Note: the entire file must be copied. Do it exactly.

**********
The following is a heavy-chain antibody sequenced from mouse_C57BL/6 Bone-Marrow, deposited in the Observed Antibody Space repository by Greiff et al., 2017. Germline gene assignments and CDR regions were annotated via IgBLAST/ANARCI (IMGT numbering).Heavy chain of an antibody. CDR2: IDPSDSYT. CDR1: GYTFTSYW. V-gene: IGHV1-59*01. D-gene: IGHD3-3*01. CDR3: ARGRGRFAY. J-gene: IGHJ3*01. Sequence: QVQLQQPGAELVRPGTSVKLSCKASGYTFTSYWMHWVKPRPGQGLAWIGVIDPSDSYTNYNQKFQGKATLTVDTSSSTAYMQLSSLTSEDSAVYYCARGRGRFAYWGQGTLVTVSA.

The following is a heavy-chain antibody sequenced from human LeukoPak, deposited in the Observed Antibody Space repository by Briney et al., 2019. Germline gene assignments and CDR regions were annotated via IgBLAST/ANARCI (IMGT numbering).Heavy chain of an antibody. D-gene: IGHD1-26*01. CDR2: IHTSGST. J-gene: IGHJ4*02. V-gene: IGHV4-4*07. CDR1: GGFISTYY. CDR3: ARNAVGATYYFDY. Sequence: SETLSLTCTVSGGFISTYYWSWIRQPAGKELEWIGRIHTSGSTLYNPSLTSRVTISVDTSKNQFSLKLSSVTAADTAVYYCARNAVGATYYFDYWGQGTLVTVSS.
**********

The following is a heavy-chain antibody sequenced from mouse_C57BL/6 Bone-Marrow, deposited in the Observed Antibody Space repository by Greiff et al., 2017. Germline gene assignments and CDR regions were annotated via IgBLAST/ANARCI (IMGT numbering).Heavy chain of an antibody. CDR2: IDPSDSYT. CDR1: GYTFTSYW. V-gene: IGHV1-59*01. D-gene: IGHD3-3*01. CDR3: ARGRGRFAY. J-gene: IGHJ3*01. Sequence: QVQLQQPGAELVRPGTSVKLSCKASGYTFTSYWMHWVKPRPGQGLAWIGVIDPSDSYTNYNQKFQGKATLTVDTSSSTAYMQLSSLTSEDSAVYYCARGRGRFAYWGQGTLVTVSA.

The following is a heavy-chain antibody sequenced from human LeukoPak, deposited in the Observed Antibody Space repository by Briney et al., 2019. Germline gene assignments and CDR regions were annotated via IgBLAST/ANARCI (IMGT numbering).Heavy chain of an antibody. D-gene: IGHD1-26*01. CDR2: IHTSGST. J-gene: IGHJ4*02. V-gene: IGHV4-4*07. CDR1: GGFISTYY. CDR3: ARNAVGATYYFDY. Sequence: SETLSLTCTVSGGFISTYYWSWIRQPAGKELEWIGRIHTSGSTLYNPSLTSRVTISVDTSKNQFSLKLSSVTAADTAVYYCARNAVGATYYFDYWGQGTLVTVSS.